Park Info

Image of Crow Wing State Park

Quick stats

3,291 acres
46,776 annual visits
9,846 overnight visits

Naturalist

The best way to learn more about Crow Wing State Park is to stop at the contact station for a map and information about park. Although the park does not have a naturalist on staff, activities are offered occasionally. Especially for Kids: No matter what time of year, kids can participate in several programs to discover more about the natural world. Become a Junior Park Naturalist! It's a free program that includes activity books, tips for observing plants and animals, and an opportunity to learn about the people and history of an area. The Junior Park Naturalist program is a fun learning experience for kids ages 7-14. To obtain a booklet, stop in at any state park office or visitor center. Great Explorations: The Park Explorer Series takes kids a step beyond the Junior Park Naturalist activities. Park Explorers complete more in-depth activities in three easy-to-follow booklets that center on nature, history, and the geology of Minnesota. Kids earn points toward their official Explorer patch. Park Explorer activity books are sold at Minnesota State Park Nature Stores and park offices.

Wildlife

Park visitors enjoy seeing white-tailed deer browsing at the forest edge; beaver, muskrat, and waterfowl in the wetlands and waterways; and eagles and hawks flying along the riverway. The careful observer may catch a glimpse of a coyote or fox, while the ever-present songbirds add something special to a family outing.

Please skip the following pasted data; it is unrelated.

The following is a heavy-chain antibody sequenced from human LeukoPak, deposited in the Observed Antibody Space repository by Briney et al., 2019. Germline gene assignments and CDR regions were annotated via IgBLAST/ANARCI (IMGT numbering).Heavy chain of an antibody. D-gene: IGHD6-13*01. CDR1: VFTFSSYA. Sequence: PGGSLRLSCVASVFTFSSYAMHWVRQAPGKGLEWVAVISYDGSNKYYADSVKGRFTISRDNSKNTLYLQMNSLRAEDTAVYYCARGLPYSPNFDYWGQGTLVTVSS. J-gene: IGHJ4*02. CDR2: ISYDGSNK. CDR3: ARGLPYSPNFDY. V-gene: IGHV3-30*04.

History

There is some disagreement about the origin of the name Crow Wing. Most agree that the 19th century town, the county and the state park honored the name of the river. Some claim that the river was so named because an island, prominently located at the confluence of the Mississippi and Crow Wing Rivers, is shaped like a crow's wing. Others claim that the name is a mistranslation of an Ojibwe word for raven or raven feather. Still others say that the name is derived from the Little Crow chiefdom and lineage of the Dakota, who inhabited this region before the Ojibwe. According to historian William Warren, this was the scene of a major battle between the Dakota and Ojibwe Indians in 1768. The fur trade era brought the voyageurs of the Northwest and American Fur Companies. Soon traders established posts along the rivers and a branch of the Red River Trail brought ox carts through the area. Leaders of the territory and the state settled here. Allen Morrison, the first citizen of Crow Wing, established a post below the southern mouth of the Crow Wing River in 1823. In 1847, Clement H. Beaulieu took over operations of the American Fur Company at Crow Wing and built a stately mansion in the frontier village. This Greek Revival structure survived the ages. It has recently been returned to its original location and is presently being restored. Missionaries came to teach the Indians and build mission churches. The cemeteries remind us of the once thriving community.

Geology

Crow Wing is located in the far northwestern corner of the Anoka Sand Plains region. This region was formed by the drainage of the glacial Lake Grantsburg. As the lake drained, the meltwaters formed a series of coalescing outwash plains wherever the ice exposed low ground. In this way, the vast sandplain was formed, also receiving water from the diverted Mississippi River. Small lake plains were formed here, in addition to the outwash plains of Lake Grantsburg.

Landscape

Original vegetation included oak forests and barrens interspersed with pine and prairie openings. Conifer bogs and wet prairies occupied the depressions in the region's landscape. Today, visitors experience an oak forest, aspen, jack, red pine, white pine, prairies, and wetlands.